Patients who undergo skin injuries endure hospital stays, infection and/or succumb to death; therefore, advances in wound healing aim to improve clinical practices underlying macroscale healing to effectively intervene in microscale pathophysiology. As a result, strategies that optimize wound healing have motivated the design of new therapeutic products.
In a new report in Science Advances, Benjamin Freedman and a team of researchers in the School of Engineering, the Wyss Institute for Biologically Inspired Engineering, and the Brigham Women’s Hospital, Harvard, summarized advances in the development of new drugs, biomaterial therapies and biological products suited for wound healing. They classified the products as marketed therapies and agents for clinical trials to explore their successful and accelerated translation for wound healing.
The timeframe of wound healing can vary and affect the process of patient recovery. Most wounds are classified as acute or chronic situations according to their clinical presentations. Untreated wounds can undergo cell death and necrosis, and represent ischemia relative to inadequate circulation due to microvascular damage and vasoconstriction. The nutritional status, fibroblast cell and progenitor health, as well as infectious bioburden, can contribute to disease progression.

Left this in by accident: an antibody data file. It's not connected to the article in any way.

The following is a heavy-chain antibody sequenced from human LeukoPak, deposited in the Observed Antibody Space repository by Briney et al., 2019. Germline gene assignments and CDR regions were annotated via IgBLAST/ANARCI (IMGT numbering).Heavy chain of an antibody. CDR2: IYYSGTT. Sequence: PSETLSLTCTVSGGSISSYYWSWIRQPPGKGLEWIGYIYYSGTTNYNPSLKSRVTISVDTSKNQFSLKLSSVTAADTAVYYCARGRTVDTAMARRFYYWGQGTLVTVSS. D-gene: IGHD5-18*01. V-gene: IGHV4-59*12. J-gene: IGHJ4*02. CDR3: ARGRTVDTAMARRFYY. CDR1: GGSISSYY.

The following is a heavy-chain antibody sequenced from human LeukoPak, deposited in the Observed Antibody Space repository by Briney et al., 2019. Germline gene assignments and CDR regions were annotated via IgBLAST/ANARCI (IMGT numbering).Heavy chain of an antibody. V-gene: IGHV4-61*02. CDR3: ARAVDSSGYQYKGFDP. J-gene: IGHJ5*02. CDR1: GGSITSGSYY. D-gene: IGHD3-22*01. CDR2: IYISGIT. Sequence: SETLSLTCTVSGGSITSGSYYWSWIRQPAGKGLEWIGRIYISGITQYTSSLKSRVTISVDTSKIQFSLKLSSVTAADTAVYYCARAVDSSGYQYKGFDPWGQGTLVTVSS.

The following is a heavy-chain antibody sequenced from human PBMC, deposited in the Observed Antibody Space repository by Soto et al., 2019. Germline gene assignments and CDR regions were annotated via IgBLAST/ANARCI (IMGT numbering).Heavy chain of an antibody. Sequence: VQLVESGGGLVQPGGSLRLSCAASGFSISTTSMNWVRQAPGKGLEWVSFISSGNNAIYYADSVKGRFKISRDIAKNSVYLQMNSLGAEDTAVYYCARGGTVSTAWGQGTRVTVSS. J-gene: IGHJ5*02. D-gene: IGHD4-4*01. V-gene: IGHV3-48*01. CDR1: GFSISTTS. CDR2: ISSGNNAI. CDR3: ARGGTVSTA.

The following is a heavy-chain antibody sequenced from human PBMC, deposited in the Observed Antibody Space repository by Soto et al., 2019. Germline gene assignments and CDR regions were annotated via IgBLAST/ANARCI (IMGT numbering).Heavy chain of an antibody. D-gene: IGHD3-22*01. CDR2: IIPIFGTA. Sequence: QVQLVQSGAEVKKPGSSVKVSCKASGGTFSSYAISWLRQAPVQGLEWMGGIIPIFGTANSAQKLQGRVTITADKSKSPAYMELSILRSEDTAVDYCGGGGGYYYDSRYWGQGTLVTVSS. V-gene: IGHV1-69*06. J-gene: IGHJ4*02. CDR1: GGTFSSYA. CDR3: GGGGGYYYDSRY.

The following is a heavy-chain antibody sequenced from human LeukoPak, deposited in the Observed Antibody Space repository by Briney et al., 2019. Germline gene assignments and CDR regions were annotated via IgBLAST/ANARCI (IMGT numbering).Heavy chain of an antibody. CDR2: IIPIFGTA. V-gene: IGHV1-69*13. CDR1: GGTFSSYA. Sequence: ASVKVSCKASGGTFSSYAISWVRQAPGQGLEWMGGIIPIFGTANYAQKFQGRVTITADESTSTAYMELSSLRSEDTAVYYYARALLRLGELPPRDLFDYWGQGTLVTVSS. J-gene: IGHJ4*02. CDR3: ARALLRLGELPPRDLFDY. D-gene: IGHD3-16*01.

Freedman and colleagues observed the economic challenges of wound care on health care systems that showed an increasing risk in patients with age and obesity alongside those who presented with high-risk comorbidities. Surgical wounds are the largest wound subset, accounting for careful surgical techniques and optimal suture materials in hospitals. Existing standards for interventional healing rely on the preparation of a viable wound bed for assisted healing to remove foreign materials and ischemic tissue. More complex wounds require secondary healing or a bridge for closure. Pressure injuries represent a more serious problem in bedridden patients.